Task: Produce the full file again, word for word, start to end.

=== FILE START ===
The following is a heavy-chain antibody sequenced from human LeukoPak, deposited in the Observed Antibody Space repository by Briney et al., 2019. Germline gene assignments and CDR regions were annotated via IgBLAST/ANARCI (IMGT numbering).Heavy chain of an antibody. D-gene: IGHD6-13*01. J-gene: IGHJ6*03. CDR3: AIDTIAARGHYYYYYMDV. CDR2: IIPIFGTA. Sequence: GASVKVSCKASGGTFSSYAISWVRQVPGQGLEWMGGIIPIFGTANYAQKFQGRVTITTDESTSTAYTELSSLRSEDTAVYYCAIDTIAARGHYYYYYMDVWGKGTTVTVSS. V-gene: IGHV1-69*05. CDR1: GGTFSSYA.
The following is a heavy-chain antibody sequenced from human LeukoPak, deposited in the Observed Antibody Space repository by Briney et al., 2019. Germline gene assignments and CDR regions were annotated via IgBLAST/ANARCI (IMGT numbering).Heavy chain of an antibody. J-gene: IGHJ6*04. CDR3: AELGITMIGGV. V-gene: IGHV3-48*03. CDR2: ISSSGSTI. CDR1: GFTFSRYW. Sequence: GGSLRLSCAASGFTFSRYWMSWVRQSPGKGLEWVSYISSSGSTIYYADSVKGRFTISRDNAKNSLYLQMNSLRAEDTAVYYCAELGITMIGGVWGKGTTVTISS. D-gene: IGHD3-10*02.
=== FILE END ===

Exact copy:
The following is a heavy-chain antibody sequenced from human LeukoPak, deposited in the Observed Antibody Space repository by Briney et al., 2019. Germline gene assignments and CDR regions were annotated via IgBLAST/ANARCI (IMGT numbering).Heavy chain of an antibody. D-gene: IGHD6-13*01. J-gene: IGHJ6*03. CDR3: AIDTIAARGHYYYYYMDV. CDR2: IIPIFGTA. Sequence: GASVKVSCKASGGTFSSYAISWVRQVPGQGLEWMGGIIPIFGTANYAQKFQGRVTITTDESTSTAYTELSSLRSEDTAVYYCAIDTIAARGHYYYYYMDVWGKGTTVTVSS. V-gene: IGHV1-69*05. CDR1: GGTFSSYA.
The following is a heavy-chain antibody sequenced from human LeukoPak, deposited in the Observed Antibody Space repository by Briney et al., 2019. Germline gene assignments and CDR regions were annotated via IgBLAST/ANARCI (IMGT numbering).Heavy chain of an antibody. J-gene: IGHJ6*04. CDR3: AELGITMIGGV. V-gene: IGHV3-48*03. CDR2: ISSSGSTI. CDR1: GFTFSRYW. Sequence: GGSLRLSCAASGFTFSRYWMSWVRQSPGKGLEWVSYISSSGSTIYYADSVKGRFTISRDNAKNSLYLQMNSLRAEDTAVYYCAELGITMIGGVWGKGTTVTISS. D-gene: IGHD3-10*02.